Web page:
It might not be quite like Proust and his madeleines, but the memory of a special restaurant can easily transport one back to childhood. One such place for me is an airplane—not airplane food, but food in an airplane, in this case one stuck on pillars near a small airfield between Boulder and Denver, Colorado.
Formerly N5601 (and OD-AFJ), a well-travelled Convair CV-990-30A-5 Coronado, this passenger plane became, as well as I can remember, B.J. Strawberries at the Convair, a restaurant more renowned for being in an airplane than for its cuisine, but as a ten year old, the food was certainly secondary to the sight of a plane perched on stilts. Diners were given boarding passes to their seats, and I think the wait staff dressed in airline pilot and stewardess uniforms for that extra bit of authenticity. Lost to time is whether or not the menu items were airplane-themed.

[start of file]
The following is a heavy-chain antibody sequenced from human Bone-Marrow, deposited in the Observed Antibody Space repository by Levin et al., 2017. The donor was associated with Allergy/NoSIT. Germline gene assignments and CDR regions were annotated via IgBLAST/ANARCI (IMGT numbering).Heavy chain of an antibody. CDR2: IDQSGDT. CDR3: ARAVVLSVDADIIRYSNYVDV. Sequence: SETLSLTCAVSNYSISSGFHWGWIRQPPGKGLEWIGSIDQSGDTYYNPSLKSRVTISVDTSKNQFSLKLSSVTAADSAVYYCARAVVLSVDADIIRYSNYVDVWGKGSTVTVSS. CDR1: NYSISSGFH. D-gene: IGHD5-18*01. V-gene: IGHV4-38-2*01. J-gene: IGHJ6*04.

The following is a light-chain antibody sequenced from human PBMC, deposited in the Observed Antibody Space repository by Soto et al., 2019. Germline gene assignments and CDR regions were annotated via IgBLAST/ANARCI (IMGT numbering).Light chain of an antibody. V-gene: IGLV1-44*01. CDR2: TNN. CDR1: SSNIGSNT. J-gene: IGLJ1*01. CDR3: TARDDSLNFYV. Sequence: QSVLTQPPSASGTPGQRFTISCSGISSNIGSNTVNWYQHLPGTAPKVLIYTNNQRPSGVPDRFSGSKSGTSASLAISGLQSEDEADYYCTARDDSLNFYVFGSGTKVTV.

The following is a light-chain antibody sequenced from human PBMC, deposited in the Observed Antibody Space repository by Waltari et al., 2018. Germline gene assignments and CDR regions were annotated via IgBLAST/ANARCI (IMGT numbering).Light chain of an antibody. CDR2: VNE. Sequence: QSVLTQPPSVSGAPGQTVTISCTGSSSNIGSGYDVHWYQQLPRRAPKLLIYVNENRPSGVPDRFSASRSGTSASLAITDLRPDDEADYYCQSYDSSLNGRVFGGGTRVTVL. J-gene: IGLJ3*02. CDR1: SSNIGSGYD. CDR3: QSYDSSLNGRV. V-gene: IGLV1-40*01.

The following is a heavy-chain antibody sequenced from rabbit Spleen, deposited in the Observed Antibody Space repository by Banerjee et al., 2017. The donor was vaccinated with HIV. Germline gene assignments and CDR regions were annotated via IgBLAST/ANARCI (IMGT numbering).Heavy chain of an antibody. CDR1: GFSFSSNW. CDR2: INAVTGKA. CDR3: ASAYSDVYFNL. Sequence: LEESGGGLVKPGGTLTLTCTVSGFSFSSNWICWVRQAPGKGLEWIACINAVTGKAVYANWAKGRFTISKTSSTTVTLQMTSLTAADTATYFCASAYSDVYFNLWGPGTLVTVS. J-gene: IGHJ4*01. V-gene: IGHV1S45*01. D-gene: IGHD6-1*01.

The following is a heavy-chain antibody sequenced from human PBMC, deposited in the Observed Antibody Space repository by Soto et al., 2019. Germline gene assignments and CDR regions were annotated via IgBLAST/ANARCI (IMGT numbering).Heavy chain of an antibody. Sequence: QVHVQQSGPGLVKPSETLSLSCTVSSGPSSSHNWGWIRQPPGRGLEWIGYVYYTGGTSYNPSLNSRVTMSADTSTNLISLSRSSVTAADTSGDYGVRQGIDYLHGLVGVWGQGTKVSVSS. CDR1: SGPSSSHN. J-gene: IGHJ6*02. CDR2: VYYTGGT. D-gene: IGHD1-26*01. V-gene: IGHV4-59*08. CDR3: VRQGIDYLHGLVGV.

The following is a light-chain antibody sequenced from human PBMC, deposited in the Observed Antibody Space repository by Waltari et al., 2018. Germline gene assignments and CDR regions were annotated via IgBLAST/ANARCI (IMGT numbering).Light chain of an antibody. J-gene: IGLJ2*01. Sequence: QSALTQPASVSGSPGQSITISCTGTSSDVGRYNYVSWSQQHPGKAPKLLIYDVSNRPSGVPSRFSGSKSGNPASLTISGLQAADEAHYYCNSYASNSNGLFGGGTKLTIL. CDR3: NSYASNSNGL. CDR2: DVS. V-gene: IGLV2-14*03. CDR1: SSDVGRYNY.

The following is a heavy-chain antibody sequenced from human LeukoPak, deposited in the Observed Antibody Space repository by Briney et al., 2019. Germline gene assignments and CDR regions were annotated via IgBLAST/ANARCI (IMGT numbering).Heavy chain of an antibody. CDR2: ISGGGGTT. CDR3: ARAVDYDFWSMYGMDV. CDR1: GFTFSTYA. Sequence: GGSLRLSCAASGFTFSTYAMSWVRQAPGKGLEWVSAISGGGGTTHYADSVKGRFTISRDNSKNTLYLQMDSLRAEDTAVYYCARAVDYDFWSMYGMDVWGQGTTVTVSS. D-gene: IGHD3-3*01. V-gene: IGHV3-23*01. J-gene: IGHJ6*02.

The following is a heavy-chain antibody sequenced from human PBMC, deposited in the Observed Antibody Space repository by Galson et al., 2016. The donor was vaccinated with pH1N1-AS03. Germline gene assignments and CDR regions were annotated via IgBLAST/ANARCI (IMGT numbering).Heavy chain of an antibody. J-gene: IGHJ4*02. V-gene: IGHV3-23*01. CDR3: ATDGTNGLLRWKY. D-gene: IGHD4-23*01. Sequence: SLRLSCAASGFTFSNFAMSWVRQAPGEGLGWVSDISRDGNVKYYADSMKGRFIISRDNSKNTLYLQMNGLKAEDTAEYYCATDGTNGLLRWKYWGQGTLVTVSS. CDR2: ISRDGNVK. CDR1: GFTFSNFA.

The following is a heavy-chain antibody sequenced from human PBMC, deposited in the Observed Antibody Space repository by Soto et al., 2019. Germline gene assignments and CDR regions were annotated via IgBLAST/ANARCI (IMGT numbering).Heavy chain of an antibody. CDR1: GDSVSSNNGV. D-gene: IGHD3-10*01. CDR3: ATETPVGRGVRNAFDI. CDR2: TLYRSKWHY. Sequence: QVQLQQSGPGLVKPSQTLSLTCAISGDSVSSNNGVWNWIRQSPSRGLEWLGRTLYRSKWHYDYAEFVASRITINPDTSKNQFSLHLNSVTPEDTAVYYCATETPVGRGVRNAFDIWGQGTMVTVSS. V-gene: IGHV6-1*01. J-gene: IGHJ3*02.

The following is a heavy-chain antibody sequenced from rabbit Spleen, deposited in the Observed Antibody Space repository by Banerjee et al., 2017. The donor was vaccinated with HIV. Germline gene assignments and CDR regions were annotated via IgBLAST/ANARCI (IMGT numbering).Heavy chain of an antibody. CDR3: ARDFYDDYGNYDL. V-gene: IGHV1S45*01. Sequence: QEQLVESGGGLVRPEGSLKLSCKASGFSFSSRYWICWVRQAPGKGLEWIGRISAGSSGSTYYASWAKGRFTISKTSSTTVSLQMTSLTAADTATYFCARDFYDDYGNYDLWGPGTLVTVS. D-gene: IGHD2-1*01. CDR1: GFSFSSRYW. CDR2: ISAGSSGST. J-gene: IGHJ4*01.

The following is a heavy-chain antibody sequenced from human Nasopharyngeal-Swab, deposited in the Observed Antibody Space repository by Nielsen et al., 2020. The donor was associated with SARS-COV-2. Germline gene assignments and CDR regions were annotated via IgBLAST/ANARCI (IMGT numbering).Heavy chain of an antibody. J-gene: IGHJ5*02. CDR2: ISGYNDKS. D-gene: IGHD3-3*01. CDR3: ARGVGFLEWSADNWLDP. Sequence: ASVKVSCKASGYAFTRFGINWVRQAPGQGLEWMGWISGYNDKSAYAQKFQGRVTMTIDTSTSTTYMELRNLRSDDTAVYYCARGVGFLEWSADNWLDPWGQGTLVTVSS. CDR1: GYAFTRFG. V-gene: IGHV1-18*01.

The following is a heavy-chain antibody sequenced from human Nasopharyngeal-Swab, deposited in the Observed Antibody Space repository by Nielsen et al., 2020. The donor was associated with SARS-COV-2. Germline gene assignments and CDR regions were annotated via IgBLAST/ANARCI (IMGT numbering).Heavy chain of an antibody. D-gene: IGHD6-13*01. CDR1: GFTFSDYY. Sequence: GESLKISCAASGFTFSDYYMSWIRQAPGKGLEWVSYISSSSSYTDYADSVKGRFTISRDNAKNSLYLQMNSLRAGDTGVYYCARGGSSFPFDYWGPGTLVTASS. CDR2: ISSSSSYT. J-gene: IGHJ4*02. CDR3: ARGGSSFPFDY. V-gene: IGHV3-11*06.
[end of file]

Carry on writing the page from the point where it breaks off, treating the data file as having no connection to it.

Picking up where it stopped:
(Check out Steve Nelson’s comments for updated information on this restaurant, including menu items, waitstaff uniforms, and the source of the restaurant’s name. Also in the comments is a link to a site with some history and photos of the Erie Air Park, including a scan of a newspaper article about the Convair’s demolition.)
I can find almost no information about this restaurant beyond suggestions that it closed in 1991. There’s a brief mention, sans name, of the restaurant in the September 14, 1981 Time Magazine:
At Colorado’s 40-home Erie Air Park, near Boulder, the local restaurant is in a converted Convair 990 jetliner, and the “parking lot” out front is actually a taxiway where customers can roll up in their small planes.
Quite a few converted airliners have served as restaurants. A search at civilian jet database site rzjets.net provides 48 mentions of such conversions around the world, though how many are still in operation is unclear. The concept is interesting, since many people have eaten airline food (or used to, given the airlines’ current woes and progressive in-flight service cutbacks), so the chance to eat “real” food in an airline setting is a novelty.
If anyone has any information or recollections about this lost restaurant in Erie, Colorado, please leave a comment below. I’m still trying to find my boarding pass from some twenty-seven years ago . . .
(Image courtesy of Steve Nelson from Modeling Madness)